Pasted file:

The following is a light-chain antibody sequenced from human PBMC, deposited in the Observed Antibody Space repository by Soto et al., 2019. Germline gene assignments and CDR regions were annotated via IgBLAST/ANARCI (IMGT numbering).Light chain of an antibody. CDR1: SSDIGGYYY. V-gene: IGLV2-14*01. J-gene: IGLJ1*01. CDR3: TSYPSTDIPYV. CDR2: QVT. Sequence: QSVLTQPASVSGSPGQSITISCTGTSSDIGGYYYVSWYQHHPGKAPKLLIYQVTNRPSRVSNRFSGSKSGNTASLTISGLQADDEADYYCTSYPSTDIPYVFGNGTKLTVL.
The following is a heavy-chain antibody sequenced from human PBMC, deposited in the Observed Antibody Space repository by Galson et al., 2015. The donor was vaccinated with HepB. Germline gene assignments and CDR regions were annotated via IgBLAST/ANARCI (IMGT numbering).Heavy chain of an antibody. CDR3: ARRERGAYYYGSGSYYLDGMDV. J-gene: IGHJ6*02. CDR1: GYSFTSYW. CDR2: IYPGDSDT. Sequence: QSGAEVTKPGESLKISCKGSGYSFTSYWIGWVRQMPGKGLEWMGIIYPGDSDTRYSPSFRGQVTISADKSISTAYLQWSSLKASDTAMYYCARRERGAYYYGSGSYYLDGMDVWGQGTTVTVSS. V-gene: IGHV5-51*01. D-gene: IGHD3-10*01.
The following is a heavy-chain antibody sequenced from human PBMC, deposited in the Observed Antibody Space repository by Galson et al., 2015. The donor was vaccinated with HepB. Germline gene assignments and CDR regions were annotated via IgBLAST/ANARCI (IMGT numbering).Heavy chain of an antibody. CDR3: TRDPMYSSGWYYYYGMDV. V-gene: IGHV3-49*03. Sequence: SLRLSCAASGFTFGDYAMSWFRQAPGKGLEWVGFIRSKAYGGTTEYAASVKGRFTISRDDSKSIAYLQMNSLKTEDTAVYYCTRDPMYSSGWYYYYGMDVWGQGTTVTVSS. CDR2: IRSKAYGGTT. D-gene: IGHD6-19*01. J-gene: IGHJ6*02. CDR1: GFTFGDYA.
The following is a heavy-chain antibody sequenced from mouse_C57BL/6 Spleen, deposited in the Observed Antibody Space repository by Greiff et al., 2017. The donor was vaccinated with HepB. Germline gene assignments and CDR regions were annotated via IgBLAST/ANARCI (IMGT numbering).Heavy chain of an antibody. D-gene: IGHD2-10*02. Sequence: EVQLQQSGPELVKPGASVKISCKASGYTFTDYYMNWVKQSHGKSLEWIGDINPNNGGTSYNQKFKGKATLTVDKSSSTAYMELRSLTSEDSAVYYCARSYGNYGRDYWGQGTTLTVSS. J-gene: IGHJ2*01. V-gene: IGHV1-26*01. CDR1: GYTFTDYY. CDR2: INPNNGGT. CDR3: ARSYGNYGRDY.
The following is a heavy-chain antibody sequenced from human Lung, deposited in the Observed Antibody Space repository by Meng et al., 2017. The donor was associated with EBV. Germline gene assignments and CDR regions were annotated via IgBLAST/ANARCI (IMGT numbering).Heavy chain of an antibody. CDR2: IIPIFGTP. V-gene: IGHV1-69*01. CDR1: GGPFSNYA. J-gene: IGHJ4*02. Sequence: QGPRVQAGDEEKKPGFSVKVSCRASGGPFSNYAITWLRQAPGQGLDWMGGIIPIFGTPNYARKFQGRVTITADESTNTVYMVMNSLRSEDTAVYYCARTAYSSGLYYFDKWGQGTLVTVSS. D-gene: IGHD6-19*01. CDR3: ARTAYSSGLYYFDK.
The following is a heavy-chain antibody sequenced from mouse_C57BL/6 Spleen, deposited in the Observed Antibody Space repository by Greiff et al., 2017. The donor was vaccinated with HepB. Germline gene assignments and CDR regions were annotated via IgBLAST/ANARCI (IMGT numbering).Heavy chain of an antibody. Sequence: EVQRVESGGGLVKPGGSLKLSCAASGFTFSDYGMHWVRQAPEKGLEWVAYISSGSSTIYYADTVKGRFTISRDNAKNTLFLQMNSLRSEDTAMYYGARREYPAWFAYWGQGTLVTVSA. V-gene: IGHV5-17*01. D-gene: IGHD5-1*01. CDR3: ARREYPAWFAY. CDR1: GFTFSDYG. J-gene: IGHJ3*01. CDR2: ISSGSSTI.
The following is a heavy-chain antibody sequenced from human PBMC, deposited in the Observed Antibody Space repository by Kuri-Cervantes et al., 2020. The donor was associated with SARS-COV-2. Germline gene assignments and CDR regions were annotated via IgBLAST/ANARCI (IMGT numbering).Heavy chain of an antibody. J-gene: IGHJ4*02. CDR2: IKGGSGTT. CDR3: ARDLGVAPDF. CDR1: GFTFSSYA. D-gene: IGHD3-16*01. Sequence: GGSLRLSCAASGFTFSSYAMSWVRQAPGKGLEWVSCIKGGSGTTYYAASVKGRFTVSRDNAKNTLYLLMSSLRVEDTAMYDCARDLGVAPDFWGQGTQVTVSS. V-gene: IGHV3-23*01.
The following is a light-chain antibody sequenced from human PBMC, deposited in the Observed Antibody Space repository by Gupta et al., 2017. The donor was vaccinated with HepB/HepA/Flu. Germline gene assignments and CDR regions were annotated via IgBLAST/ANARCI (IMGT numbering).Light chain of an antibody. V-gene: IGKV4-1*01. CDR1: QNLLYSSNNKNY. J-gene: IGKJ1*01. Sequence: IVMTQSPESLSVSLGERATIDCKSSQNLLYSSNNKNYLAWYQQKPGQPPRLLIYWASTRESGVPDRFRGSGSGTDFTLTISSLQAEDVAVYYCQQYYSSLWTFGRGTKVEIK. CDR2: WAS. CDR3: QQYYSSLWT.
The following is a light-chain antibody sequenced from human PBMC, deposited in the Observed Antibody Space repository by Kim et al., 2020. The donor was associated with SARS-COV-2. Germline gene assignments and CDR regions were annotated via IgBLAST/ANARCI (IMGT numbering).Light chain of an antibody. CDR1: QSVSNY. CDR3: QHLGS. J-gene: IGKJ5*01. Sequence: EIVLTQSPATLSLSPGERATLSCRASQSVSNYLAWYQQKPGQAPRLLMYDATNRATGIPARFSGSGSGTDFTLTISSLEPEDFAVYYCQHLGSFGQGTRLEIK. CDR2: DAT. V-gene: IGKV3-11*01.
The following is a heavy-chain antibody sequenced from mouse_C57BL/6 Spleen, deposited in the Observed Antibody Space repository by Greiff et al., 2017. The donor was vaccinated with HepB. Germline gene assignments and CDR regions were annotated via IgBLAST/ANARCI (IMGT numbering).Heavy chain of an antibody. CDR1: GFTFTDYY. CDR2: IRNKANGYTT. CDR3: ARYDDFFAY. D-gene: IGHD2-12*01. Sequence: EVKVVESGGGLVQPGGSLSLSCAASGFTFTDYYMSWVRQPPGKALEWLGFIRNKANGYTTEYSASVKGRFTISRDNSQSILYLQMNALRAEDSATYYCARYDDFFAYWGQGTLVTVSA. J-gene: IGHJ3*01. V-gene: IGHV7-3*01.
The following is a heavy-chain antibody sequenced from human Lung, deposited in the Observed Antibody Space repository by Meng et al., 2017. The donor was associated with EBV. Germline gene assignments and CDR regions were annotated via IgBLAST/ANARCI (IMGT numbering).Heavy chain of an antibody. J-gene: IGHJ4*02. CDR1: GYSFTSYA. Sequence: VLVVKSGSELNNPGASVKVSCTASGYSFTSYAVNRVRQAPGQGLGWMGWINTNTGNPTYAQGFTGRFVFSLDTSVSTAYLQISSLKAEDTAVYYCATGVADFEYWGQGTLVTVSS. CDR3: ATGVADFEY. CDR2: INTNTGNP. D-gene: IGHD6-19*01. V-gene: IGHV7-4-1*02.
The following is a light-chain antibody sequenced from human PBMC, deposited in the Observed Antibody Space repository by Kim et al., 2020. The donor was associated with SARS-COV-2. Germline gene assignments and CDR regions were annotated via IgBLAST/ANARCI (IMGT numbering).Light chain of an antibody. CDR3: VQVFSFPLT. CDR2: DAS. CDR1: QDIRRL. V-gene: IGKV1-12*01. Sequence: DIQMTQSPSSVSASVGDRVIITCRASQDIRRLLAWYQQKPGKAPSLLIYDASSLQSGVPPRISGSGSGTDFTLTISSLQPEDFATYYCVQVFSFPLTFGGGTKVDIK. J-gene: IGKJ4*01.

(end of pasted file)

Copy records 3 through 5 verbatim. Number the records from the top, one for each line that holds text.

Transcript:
The following is a heavy-chain antibody sequenced from human PBMC, deposited in the Observed Antibody Space repository by Galson et al., 2015. The donor was vaccinated with HepB. Germline gene assignments and CDR regions were annotated via IgBLAST/ANARCI (IMGT numbering).Heavy chain of an antibody. CDR3: TRDPMYSSGWYYYYGMDV. V-gene: IGHV3-49*03. Sequence: SLRLSCAASGFTFGDYAMSWFRQAPGKGLEWVGFIRSKAYGGTTEYAASVKGRFTISRDDSKSIAYLQMNSLKTEDTAVYYCTRDPMYSSGWYYYYGMDVWGQGTTVTVSS. CDR2: IRSKAYGGTT. D-gene: IGHD6-19*01. J-gene: IGHJ6*02. CDR1: GFTFGDYA.
The following is a heavy-chain antibody sequenced from mouse_C57BL/6 Spleen, deposited in the Observed Antibody Space repository by Greiff et al., 2017. The donor was vaccinated with HepB. Germline gene assignments and CDR regions were annotated via IgBLAST/ANARCI (IMGT numbering).Heavy chain of an antibody. D-gene: IGHD2-10*02. Sequence: EVQLQQSGPELVKPGASVKISCKASGYTFTDYYMNWVKQSHGKSLEWIGDINPNNGGTSYNQKFKGKATLTVDKSSSTAYMELRSLTSEDSAVYYCARSYGNYGRDYWGQGTTLTVSS. J-gene: IGHJ2*01. V-gene: IGHV1-26*01. CDR1: GYTFTDYY. CDR2: INPNNGGT. CDR3: ARSYGNYGRDY.
The following is a heavy-chain antibody sequenced from human Lung, deposited in the Observed Antibody Space repository by Meng et al., 2017. The donor was associated with EBV. Germline gene assignments and CDR regions were annotated via IgBLAST/ANARCI (IMGT numbering).Heavy chain of an antibody. CDR2: IIPIFGTP. V-gene: IGHV1-69*01. CDR1: GGPFSNYA. J-gene: IGHJ4*02. Sequence: QGPRVQAGDEEKKPGFSVKVSCRASGGPFSNYAITWLRQAPGQGLDWMGGIIPIFGTPNYARKFQGRVTITADESTNTVYMVMNSLRSEDTAVYYCARTAYSSGLYYFDKWGQGTLVTVSS. D-gene: IGHD6-19*01. CDR3: ARTAYSSGLYYFDK.